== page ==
Dynamic regulation of the root hydraulic conductivity of barley plants in response to salinity/osmotic stress

Toshiyuki Kaneko, Tomoaki Horie, Yoshiki Nakahara, Nobuya Tsuji, Mineo Shibasaka, Maki Katsuhara

    Research output: Contribution to journalArticlepeer-review

    16 Citations (Scopus)

    Abstract

    Salinity stress significantly reduces the root hydraulic conductivity (Lpr) of several plant species including barley (Hordeum vulgare). Here we characterized changes in the Lpr of barley plants in response to salinity/osmotic stress in detail using a pressure chamber. Salt-tolerant and intermediate barley cultivars, K305 and Haruna-nijyo, but not a salt-sensitive cultivar, I743, exhibited characteristic time-dependent Lpr changes induced by 100 mM NaCl. An identical response was evoked by isotonic sorbitol, indicating that this phenomenon was triggered by osmotic imbalances. Further examination of this mechanism using barley cv. Haruna-nijyo plants in combination with the use of various inhibitors suggested that various cellular processes such as protein phosphorylation/dephosphorylation and membrane internalization appear to be involved. Interestingly, the three above-mentioned barley cultivars did not exhibit a remarkable difference in root cell sap osmolality under hypertonic conditions, in contrast to the case of Lpr. The possible biological significance of the regulation of Lpr in barley plants upon salinity/osmotic stress is discussed.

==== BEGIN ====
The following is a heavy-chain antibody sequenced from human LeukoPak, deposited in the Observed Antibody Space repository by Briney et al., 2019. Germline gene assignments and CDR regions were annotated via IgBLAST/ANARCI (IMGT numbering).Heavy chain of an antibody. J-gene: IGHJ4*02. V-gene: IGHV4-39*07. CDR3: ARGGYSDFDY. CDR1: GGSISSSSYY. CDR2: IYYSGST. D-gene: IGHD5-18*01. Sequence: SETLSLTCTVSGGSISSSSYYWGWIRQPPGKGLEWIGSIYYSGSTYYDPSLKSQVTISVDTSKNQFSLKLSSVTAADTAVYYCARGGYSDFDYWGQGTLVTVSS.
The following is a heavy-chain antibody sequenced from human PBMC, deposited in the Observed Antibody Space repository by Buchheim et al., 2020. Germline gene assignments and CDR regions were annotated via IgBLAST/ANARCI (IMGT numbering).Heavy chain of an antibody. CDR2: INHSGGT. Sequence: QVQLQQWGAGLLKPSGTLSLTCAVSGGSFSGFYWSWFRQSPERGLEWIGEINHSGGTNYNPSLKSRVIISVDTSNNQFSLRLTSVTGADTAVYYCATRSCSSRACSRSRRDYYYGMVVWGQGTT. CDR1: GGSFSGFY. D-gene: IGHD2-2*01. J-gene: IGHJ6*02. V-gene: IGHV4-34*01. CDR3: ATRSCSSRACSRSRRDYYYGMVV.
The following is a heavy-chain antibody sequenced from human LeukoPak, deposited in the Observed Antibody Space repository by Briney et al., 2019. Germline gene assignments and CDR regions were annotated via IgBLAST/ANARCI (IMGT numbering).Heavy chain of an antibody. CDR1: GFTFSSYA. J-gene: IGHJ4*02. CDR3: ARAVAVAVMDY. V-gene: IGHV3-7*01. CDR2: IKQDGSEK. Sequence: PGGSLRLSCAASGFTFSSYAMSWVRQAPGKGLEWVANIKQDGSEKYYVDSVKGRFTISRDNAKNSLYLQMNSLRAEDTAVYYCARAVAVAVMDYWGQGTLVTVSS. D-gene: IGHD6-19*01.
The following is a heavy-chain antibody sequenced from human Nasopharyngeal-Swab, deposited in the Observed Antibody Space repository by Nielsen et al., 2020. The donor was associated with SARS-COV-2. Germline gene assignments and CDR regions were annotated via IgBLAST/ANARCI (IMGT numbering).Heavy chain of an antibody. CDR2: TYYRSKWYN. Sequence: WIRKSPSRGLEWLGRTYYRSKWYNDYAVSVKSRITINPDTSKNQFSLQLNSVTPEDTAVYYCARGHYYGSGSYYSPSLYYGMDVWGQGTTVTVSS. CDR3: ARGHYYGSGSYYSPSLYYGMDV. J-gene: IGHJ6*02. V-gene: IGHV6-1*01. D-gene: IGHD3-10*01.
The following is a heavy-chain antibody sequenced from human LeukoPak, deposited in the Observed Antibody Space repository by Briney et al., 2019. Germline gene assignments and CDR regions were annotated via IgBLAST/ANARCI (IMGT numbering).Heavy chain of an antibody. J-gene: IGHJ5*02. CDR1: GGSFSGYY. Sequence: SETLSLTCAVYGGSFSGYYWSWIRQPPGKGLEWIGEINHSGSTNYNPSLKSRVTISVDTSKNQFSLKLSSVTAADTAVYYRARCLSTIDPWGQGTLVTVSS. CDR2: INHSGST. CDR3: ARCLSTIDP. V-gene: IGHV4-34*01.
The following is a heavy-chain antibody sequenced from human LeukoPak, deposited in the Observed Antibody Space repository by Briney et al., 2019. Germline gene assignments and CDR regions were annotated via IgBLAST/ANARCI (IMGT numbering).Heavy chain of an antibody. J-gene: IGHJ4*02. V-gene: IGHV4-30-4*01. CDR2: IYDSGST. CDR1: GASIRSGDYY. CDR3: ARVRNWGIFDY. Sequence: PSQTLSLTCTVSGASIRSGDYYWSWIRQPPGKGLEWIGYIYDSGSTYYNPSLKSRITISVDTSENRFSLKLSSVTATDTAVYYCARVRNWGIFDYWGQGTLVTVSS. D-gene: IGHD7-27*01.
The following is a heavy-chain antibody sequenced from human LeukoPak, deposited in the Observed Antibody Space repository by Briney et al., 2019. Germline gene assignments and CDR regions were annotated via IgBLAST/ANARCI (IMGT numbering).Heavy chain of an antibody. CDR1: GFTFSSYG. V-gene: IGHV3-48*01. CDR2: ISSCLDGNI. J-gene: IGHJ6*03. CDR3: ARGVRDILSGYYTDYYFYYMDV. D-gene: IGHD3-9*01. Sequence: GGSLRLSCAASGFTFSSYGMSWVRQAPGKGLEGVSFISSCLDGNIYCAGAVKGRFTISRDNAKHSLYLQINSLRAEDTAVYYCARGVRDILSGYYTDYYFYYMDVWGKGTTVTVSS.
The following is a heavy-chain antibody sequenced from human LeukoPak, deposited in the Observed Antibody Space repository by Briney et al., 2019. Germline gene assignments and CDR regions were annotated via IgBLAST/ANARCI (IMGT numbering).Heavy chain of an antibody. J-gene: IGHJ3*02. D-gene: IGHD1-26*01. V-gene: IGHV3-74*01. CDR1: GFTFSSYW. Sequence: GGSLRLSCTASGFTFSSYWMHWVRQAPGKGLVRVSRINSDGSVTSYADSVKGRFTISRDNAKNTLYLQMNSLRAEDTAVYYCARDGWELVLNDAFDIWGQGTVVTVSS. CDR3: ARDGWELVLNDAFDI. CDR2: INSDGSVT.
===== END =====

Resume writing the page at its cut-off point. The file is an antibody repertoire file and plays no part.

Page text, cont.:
Original languageEnglish
    Pages (from-to)875-882
    Number of pages8
    JournalPlant and Cell Physiology
    Volume56
    Issue number5
    DOIs
    Publication statusPublished - 2015

    Keywords

    • Aquaporin
    • Barley
    • Osmotic stress
    • Root hydraulic conductivity
    • Salinity stress
    • Water transport

    ASJC Scopus subject areas

    • Physiology
    • Plant Science
    • Cell Biology

    Fingerprint

    Dive into the research topics of 'Dynamic regulation of the root hydraulic conductivity of barley plants in response to salinity/osmotic stress'. Together they form a unique fingerprint.

    Cite this